The Pont du Gard is a three-level stone aqueduct crossing the Gardon river valley, about 25 km west of Avignon. A road bridge was added to the structure in and used until The site is now well maintained and a very popular tourist attraction.
The water conduit or specus, which is about 1. The upper levels of the bridge are slightly curved in the upstream direction. It was long believed that the engineers had designed it this way deliberately to strengthen the bridge's structure against the flow of water, like a dam wall.
Over the centuries, this process has produced the current deformation.
The blocks were precisely cut to fit perfectly together by friction alone, eliminating the need for mortar. Many blocks were numbered and inscribed with the required locations, such as fronte dextra or fronte sinistra front right or front leftto guide the builders.
A surveyor or mensor planned the route using a groma for sighting, the chorobates for levelling, and a set of measuring poles five or ten Roman feet long. His figures and perhaps diagrams were recorded on wax tabletslater to be written up on scrolls. The builders may have used templates to guide them with tasks that required a high degree of precision, such as carving the standardised blocks from which the water conduit was constructed.
Much of the work could have been done using simple sheers operated by a windlass. For the largest blocks, a massive human-powered treadmill would have been used; such machines were still being used in the quarries of Provence until as late as the start of the 20th century.
Large blocks were left protruding from the bridge to support the frames and scaffolds used during construction. Note the missing stonework atop the aqueduct. The road bridge adjacent to the aqueduct. Pedestrians are shown for scale. The round holes were where the city's water supply pipes connected to the tank.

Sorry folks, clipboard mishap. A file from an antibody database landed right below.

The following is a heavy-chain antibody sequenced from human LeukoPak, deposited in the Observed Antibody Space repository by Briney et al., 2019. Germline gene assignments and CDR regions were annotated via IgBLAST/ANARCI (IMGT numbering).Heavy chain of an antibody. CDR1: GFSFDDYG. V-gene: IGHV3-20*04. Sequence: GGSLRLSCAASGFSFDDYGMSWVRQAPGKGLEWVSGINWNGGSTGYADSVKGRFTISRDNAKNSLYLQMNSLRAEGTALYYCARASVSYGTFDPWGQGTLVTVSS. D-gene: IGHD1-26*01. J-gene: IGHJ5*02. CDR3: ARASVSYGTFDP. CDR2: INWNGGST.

Pont du Gard seen from the river Gard Although the exterior of the Pont du Gard is rough and relatively unfinished, the builders took care to ensure that the interior of the water conduit was as smooth as possible so that the flow of water would not be obstructed. The walls of the conduit were constructed from dressed masonry and the floor from concrete.
Both were covered with a stucco incorporating minute shards of pottery and tile. It was painted with olive oil and covered with maltha, a mixture of slaked limepork grease and the viscous juice of unripe figs.
This produced a surface that was both smooth and durable. Later aqueducts had a more sophisticated design, making greater use of concrete to reduce their volume and cost of construction.
The Aqueduct bridge of Segovia and the Pont de les Ferreres are of roughly similar length but use far fewer arches. Roman architects were eventually able to do away with "stacking" altogether. At the time, he was serving as aedilethe senior magistrate responsible for managing the water supply of Rome and its colonies.
On this basis, a team led by Guilhem Fabre has argued that the aqueduct must have been completed around the middle of the 1st century AD.
Its survival was due to its use as a toll bridge across the valley. In return, they were responsible for maintaining the bridge in good repair.
To make space for his artillery to cross the bridge, the duke had one side of the second row of arches cut away to a depth of about one-third of their original thickness.